NPR logo

Babies' Cells Linger, May Protect Mothers

  • Download
  • <iframe src="" width="100%" height="290" frameborder="0" scrolling="no" title="NPR embedded audio player">
  • Transcript
Babies' Cells Linger, May Protect Mothers

Babies' Cells Linger, May Protect Mothers

Babies' Cells Linger, May Protect Mothers

  • Download
  • <iframe src="" width="100%" height="290" frameborder="0" scrolling="no" title="NPR embedded audio player">
  • Transcript

Editor's Note, May 2, 2012: Robert has written a follow-up post, with the latest research on fetal cells. You can read that story here.

Some scientists have proposed that when a woman has a baby, she gets not just a son or a daughter, but a gift of cells that stays behind and protects her for the rest of her life. That's because a baby's cells linger in its mom's body for decades and — like stem cells — may help to repair damage when she gets sick. It's such an enticing idea that even the scientists who came up with the idea worry that it may be too beautiful to be true.

Behind the Fetal Cell Research

NPR's Robert Krulwich provides a behind-the-scenes look at the research on fetal cells and mothers — and some of his own thoughts on what the science means.

For those of you who want to know a little more about these fetal cells, I should say, first: Dr. Kirby Johnson works at the Tupper Research Center (supported by Mr. Tupper of Tupperware fame, for those of you who like sealed plastic containers) at Tufts University.

He works very closely with Diana Bianchi, chief of genetics at the New England Medical Center in Boston. Bianchi did some of the pioneering research that discovered that moms carry fetal cells in their blood for years and years.

Carol Artlett has a lab at Thomas Jefferson University in Philadelphia and works with Sergio Jimenez there.

There's another fellow, Lee Nelson at the Fred Hutchinson Cancer Research Center in Seattle, who has also studied these cells.

Also, just to be honest and fair, there are more than two hypotheses being investigated by all these scientists.

Yes, there is the "Good Hypothesis": that the cells stay in the mom and try to protect her for the rest of her life.

And yes, there is the "Bad Hypothesis”: that the cells gather at inflammation sites and contribute to mom's autoimmune diseases.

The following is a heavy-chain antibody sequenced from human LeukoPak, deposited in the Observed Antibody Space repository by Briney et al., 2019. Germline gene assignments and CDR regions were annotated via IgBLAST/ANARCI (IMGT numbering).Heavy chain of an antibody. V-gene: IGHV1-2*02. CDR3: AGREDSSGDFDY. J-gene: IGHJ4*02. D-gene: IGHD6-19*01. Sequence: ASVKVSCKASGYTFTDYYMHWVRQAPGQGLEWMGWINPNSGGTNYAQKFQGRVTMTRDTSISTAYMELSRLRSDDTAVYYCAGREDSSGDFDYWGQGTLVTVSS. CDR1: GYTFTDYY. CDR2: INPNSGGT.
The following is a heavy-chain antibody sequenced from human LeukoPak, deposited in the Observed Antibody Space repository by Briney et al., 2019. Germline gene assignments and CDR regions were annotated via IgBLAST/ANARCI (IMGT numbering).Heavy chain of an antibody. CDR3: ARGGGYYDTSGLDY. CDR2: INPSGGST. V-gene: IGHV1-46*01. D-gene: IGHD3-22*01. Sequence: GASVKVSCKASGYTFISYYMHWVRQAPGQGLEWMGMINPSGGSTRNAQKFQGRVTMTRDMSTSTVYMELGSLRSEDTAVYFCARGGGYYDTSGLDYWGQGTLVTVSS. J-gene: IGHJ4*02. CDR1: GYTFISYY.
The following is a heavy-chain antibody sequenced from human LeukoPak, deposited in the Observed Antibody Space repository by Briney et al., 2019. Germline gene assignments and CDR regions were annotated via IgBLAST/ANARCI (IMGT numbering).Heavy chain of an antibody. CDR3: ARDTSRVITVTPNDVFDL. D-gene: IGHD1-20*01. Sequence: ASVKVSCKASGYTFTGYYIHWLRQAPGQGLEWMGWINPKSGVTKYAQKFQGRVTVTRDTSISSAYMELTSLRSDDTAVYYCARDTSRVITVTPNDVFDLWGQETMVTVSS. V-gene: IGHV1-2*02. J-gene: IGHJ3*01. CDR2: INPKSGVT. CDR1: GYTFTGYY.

But there is also a third hypothesis: that the cells stay in mom all her life and do… nothing. This is the "Bystander Hypothesis": that the cells float around, hang out, rubberneck when at sites where mom gets ill, but neither help or hurt. This third hypothesis has not been disproved, meaning it's still in contention.

Finally, the big question right now is, can scientists find evidence that fetal cells are actually doing repairs when mom is stricken?

It's not a far-fetched idea. These cells may behave like those famous embryonic cells: They can turn themselves into any cell mom needs.

If she's got a bad heart, they can be healthy heart cells.

Bad lungs? No problem, they can be lung cells. Fetal cells may be the ultimate repairmen (or repairwomen).

A cautionary note: The anecdote I mention in the story, about the 30-year-old woman who has liver trouble and seems to heal herself, is not proof of the Good Hypothesis. There are no published studies that definitively show baby cells floating to, say, a liver cancer site and then turning themselves into healthy liver cells. That's the hunch. That's the theory. But we have no hard data — not yet.

But everybody I talked to is whispering that something like repair is what they are seeing in mice and in humans. Carol Artlett comes right out and says so in our story.

But so far, it's very, very preliminary, and in her mind — and everybody else's I talked to — it's too early to know if baby cells are really repairing moms. They hope so. But hope is not proof and these folks are too professional to get ahead of their evidence.

And finally, I want to thank my friend Jonah Lehrer for suggesting this idea to me; he's a wonderful science reporter and a font of fascinating ideas, which he (stupidly) shares with me. And — since we're all here sharing — here's what I'd like to know:

If fetal cells really are helping moms, I wonder if women who have babies (and abortions and miscarriages) tend to live longer than women who do not conceive. After all, the Conceivers have an extra gang (the more conceptions, the bigger the gang) of helpful cells inside.

Maybe there's some measurable consequence. And if the Good Hypothesis turns out to be true and every child leaves a posse of good soldiers in their mothers, then no matter how crummy we are to our moms, we are, willingly or unwillingly, still doing something nice for her — on the inside.

We no longer support commenting on stories, but you can find us every day on Facebook, Twitter, email, and many other platforms. Learn more or contact us.